Understanding the Divorce Lawyer's Fees
Before You Put Your Money Down
A retainer agreement is a contract signed by an attorney and client setting forth the billing arrangement to be instituted between the lawyer and the client.
One of the most important things to understand as you enter a financial relationship with your matrimonial attorney is the retainer. If you do pay one, the first thing you will do is sign a retainer agreement. Remember, any agreement regarding your retainer must be in writing and should always provide for a refund if the fees are not used up.
The agreement should also stipulate what happens when the retainer is used up. Will you have to pay another lump sum, or will you be billed on a monthly or weekly basis? When it comes to your retainer, make sure that all the ground rules are spelled out first.
A reputable attorney will not only have no problem putting the retainer agreement in writing, but also will ask you to take the agreement home and study it before signing it. You should be invited to call and ask any questions you have. As eager as you might be to sign the retainer and write out a check, hold back until you read the agreement and thoroughly understand what it says.
The Fine Print
At a minimum, your retainer agreement should establish the amount of money you are paying up front and should stipulate hourly rates for the lawyer as well as others who might be assisting in your case, including paralegals and junior attorneys.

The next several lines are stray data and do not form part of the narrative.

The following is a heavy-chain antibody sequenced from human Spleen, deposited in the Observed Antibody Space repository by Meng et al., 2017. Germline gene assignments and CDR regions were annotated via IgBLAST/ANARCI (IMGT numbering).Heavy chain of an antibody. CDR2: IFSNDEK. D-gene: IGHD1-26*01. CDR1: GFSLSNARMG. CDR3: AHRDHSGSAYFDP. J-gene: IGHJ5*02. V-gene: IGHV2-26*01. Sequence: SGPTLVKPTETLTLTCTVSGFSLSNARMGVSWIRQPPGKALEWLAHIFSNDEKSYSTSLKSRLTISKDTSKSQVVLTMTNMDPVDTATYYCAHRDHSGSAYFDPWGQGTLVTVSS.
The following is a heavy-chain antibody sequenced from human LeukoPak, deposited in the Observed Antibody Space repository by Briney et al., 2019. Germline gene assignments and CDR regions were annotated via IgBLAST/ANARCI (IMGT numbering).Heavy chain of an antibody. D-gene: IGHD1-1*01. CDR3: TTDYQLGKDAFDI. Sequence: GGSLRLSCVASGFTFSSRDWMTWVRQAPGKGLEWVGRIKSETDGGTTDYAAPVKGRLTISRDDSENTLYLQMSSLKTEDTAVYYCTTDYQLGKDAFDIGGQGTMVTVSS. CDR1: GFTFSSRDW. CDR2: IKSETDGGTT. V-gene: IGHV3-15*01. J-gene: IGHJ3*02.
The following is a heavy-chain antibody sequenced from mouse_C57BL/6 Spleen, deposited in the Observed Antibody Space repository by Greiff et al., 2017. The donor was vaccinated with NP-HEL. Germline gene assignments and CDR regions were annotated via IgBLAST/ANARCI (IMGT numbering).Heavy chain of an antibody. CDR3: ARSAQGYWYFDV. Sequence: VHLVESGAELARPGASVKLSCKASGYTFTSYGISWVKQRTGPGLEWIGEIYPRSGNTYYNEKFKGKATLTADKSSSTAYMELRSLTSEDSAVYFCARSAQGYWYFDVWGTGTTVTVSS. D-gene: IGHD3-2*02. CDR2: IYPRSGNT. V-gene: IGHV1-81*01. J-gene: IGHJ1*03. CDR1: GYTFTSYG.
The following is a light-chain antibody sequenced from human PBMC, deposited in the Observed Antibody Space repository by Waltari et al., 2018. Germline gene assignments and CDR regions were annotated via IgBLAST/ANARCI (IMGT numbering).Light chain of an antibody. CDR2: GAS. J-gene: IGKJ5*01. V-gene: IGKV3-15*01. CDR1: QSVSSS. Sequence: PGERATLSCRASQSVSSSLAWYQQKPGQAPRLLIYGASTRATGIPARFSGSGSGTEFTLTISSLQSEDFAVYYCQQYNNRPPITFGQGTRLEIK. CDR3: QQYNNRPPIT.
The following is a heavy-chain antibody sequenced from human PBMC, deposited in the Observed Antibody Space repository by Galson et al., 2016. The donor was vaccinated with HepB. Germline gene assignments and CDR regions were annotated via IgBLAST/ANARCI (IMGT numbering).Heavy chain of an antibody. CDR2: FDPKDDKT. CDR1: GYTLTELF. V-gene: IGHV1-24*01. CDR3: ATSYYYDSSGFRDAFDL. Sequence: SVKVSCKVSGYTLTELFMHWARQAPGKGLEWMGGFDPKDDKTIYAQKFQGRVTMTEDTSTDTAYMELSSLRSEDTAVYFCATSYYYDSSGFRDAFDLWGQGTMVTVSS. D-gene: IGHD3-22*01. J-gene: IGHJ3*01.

The agreement should also outline how you will pay for out-of-pocket expenses such as photocopying, process servers, stenographers, or court fees. Maybe those expenses will come out of your retainer, or maybe you'll have to pay them in addition to your retainer. Find out now.
Never sign any agreement in which you use your house as collateral.
A retainer agreement should explain how often you will be billed. Are you going to get a bill only when the retainer is used up, or will you be kept informed with a bill each month as the retainer dwindles?
What happens if you do not pay your bill? Does the lawyer have an automatic right to abandon your case? Does he or she have an obligation to work out a payment plan with you? Are you obligated to guarantee payment with collateral, such as your house? Watch out for any lawyer who demands security in the form of something you cannot afford to lose.
Usually, you will be asked to countersign the retainer and send it back to the lawyer with the retainer check.
More on: Dealing With Divorce
Excerpted from The Complete Idiot's Guide to Surviving Divorce © 2002 by BookEnds, LLC. All rights reserved including the right of reproduction in whole or in part in any form. Used by arrangement with Alpha Books, a member of Penguin Group (USA) Inc.
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